While I am delinquent with telling you about an ingenious way to reinvent your turkey after Thanksgiving, because let’s face it, turkey leftovers can only get so exciting, I am way ahead of schedule in prepping you for the holidays. And here it goes. Hanukkah or not, I have not met a soul who doesn’t like latkes. And what’s not to love? Crispy, fried, and if done right, lacy pancakes that melt in your mouth. And a Hanukkah with out latkes is like Christmas without a Christmas tree – it’s a must. For all the various latke recipes out there, including the permutations with sweet potato, zucchini and other vegetables, I hold the classic potato recipe near and dear to my heart. A classic is a classic for a reason – its sheer simplicity and elegance outshine any attempts for a trendy update.
Ironically though, it is the simplest and most elementary of things that are at times hard to get just right. I’ve had my fair share of latkes – some good, some bad. The really heavy ones drenched in so much oil, you wonder where the potato went, the really bland mushy ones that aren’t at all crispy, really good ones you pile a ton of sour cream on (I didn’t grow up with apple sauce on my latkes and I still don’t enjoy it).
But this recipe has completely flipped my latke world upside down. I’ve never had latkes so good and the fact that I ate the entire batch I made in just about one sitting is proof enough. I even called my mother to tell her that our family recipe, which I boasted as being the best – was going to have to take a backseat to this one. Martha Stewart, yet again, has exceeded my expectations – because her latkes recipe (her mothers, in fact) is tremendous. Perhaps, it is because she ingeniously figured out a way to decrease the amount of moisture, while maintaining the same starch ratio, which makes the latkes extra crispy. Also, no matter what anyone tells you, you should hand grate the potatoes using the coarse side of the grater. It only takes a few minutes more than the food processor, and the results are a lacier latke, which means a crispier, more delicious latke.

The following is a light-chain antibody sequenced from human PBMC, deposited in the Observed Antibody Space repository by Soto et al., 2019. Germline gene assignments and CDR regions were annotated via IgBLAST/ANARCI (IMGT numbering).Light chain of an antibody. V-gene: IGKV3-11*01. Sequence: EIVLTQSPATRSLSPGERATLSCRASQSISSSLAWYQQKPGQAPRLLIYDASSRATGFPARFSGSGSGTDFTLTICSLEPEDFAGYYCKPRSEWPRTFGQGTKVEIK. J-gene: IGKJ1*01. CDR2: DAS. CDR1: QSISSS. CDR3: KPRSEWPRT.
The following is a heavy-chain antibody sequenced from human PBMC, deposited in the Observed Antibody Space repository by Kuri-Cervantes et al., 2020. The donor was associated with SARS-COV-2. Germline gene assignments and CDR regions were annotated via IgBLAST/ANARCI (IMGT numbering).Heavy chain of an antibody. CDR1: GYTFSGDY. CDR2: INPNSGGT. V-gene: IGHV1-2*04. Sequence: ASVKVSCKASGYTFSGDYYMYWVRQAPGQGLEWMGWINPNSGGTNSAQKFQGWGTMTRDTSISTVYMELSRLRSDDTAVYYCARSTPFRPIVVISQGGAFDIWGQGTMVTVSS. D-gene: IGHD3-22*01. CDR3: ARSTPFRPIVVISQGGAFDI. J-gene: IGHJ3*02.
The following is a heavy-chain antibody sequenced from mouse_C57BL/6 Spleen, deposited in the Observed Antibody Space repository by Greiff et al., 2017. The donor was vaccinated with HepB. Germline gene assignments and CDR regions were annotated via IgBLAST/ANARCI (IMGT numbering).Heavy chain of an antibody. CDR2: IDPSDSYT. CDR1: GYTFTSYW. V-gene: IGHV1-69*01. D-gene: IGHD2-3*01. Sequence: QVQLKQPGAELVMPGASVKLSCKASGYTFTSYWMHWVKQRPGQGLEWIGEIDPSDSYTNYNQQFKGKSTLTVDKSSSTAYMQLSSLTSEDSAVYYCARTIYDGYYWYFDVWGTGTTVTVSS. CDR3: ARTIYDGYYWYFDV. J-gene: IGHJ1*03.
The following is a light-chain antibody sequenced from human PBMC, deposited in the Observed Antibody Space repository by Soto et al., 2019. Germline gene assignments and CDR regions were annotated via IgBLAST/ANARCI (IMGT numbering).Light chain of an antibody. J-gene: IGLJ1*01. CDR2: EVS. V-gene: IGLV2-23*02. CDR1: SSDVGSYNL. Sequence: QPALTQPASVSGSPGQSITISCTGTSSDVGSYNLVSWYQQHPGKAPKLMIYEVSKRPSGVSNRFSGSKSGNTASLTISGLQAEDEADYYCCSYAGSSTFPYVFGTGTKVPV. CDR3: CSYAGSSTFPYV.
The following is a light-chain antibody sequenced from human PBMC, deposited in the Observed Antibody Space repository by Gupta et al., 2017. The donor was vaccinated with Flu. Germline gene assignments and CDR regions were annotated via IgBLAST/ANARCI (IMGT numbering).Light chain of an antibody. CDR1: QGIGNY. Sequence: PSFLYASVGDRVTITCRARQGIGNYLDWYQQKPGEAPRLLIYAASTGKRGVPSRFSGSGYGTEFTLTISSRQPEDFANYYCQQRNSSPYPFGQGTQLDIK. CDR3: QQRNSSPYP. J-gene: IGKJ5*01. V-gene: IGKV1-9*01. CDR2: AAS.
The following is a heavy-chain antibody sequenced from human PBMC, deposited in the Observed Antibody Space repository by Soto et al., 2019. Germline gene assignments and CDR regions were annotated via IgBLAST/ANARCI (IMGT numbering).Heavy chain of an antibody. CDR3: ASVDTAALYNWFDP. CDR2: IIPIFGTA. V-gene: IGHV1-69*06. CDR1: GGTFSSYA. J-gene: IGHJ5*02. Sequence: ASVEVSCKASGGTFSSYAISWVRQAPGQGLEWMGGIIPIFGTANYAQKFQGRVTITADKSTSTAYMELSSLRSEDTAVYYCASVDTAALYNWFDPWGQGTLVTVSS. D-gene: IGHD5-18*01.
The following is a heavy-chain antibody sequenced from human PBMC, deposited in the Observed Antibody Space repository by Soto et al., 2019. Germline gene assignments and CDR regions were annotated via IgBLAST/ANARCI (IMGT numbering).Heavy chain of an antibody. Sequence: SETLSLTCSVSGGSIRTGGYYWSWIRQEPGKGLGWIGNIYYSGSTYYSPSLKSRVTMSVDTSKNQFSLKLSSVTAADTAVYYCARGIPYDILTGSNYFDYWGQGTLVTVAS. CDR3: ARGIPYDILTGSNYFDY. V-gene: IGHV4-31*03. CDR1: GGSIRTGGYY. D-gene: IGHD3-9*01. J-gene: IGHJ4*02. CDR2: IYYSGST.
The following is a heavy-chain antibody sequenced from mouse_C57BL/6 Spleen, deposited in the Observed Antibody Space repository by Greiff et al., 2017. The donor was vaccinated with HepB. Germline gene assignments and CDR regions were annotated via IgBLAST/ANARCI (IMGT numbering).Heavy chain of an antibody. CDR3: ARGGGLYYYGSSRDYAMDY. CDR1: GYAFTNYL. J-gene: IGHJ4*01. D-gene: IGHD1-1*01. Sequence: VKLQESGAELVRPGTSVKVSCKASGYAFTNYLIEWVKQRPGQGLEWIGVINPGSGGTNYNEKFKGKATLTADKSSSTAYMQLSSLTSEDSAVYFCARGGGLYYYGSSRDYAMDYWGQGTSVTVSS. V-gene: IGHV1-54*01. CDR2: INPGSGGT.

Of course, that means you are in danger of eating your own batch and not sharing with anyone. Hardly a problem in my book, especially if you have plenty of sour cream on hand.
Adapted from Martha Stewart
4 large russet potatoes, peeled
1 small white onion, finely grated
2 large eggs, lightly beaten
3 tablespoons all-purpose flour
1 tablespoon kosher salt, or to taste
Freshly ground black pepper
Vegetable oil for frying
Sour cream (optional)
1. Preheat oven to 200 degrees [F]. Shred potatoes using the large holes of a box grater into a large bowl of ice water. Alternatively, place half the potatoes in the bowl of a food processor fitted with the shredding disk attachment and process until shredded. Repeat process with remaining potatoes; transfer to a large bowl of ice water. Let stand 5 minutes to settle. Using a strainer or slotted spoon, transfer potatoes, reserving liquid, to another large bowl lined with a clean kitchen towel; gently squeeze dry. I find that it’s a less painful on your hands if you do this wearing rubber/latex gloves; otherwise the ice water really stings after awhile.
2. Set reserved liquid aside for 10 minutes to allow starch to sink to the bottom; carefully pour and discard the liquid from the bowl, reserving milky residue (potato starch) at the bottom. Transfer potatoes back to bowl with potato starch.
3. Add onions, eggs, flour, salt, and pepper to the potatoes and mix to combine.
4. Line a baking sheet with paper towels; set aside. In a large, heavy skillet (such as a cast iron), heat 1/4-inch of oil. Spoon scant 1/2 cup of potato mixture per pancake into skillet, working in batches and taking care not to crowd the skillet.
5. Fry latkes on both sides until golden brown, 4 to 6 minutes. Transfer to prepared baking sheet to drain; and place in the oven to keep warm. Repeat the process with the remaining potato mixture. Serve hot with applesauce and/or sour cream if desired.
Serves 4 to 6